Take care.
Amanda Thorpe
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#6 Joelf

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Posted 22 March 2010 - 09:45 AM

Hi Alison

Welcome to this friendly & very informative forum from another West Sussex Scleroderma sufferer!! :bye:

I'm so sorry that you've been feeling so poorly and it must be very frustrating not to have a definate diagnosis although, as the other members have said, many sufferers are sadly in the same boat! :unsure:

In lots of ways our stories are very similar; not only do we both live in the same lovely county, but I also have ILD and was treated with Cyclophosphamide at The Brompton (I'm sure the other posters on this forum are heartily bored and sick of hearing me raving on about the wonderful treatment I received from them!!! :rolleyes: ;) ) I'm very loathe to be discharged into the care of a local hospital and have told them that I still wish to be kept under the umbrella of The Brompton although I am fortunate to have an excellent G.P. who refers to The Brompton consultant all the time. :) Like you I am on Prednisolone which made a tremendous difference to the pain I had in my joints and the awful swelling in my fingers, although I was swinging off the chandeliers at first with it!! ;) I also started on Azathioprine on 15th Jan and did have a problem with my liver but that seems to have settled down now after a little bit of fine tuning with the dosage.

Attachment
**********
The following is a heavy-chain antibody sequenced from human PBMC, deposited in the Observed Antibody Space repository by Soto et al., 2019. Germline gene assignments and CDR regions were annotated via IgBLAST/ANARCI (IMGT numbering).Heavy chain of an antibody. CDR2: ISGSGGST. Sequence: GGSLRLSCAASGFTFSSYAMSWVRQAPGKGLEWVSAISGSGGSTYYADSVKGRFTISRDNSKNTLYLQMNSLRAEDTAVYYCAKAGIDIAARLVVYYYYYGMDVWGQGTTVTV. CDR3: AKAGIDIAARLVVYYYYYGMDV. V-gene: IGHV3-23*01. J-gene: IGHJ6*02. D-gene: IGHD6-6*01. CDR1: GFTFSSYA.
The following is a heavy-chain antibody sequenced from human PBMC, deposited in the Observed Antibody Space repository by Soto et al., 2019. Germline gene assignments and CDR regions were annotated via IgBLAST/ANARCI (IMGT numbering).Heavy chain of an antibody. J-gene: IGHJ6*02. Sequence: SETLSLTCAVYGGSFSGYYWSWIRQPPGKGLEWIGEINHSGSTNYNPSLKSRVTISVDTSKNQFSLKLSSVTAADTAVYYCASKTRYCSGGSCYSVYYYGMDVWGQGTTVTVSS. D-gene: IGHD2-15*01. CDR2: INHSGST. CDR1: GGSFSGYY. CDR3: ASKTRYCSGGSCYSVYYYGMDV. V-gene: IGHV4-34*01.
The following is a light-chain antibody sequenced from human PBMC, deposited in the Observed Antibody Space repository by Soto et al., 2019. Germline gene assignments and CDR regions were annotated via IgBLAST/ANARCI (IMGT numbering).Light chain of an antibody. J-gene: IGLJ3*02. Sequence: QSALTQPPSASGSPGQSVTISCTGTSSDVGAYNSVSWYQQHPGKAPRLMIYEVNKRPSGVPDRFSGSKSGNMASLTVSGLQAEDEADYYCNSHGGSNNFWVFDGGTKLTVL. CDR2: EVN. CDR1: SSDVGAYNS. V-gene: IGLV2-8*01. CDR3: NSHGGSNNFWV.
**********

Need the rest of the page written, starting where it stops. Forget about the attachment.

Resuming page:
Perhaps it would be possible for you to get a referral to The Royal Free from The Brompton which is what happened to me; they would then be in a better position to help you regarding going back to work and being able to claim any benefits to which you might be entitled. It is horrible to have your world turned upside down with a strange and bizarre disease especially if, like me, you have enjoyed excellent health all your life. B)

Do PM me if you would like any further help at all!! :)

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#7 alibee

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Posted 23 March 2010 - 04:39 AM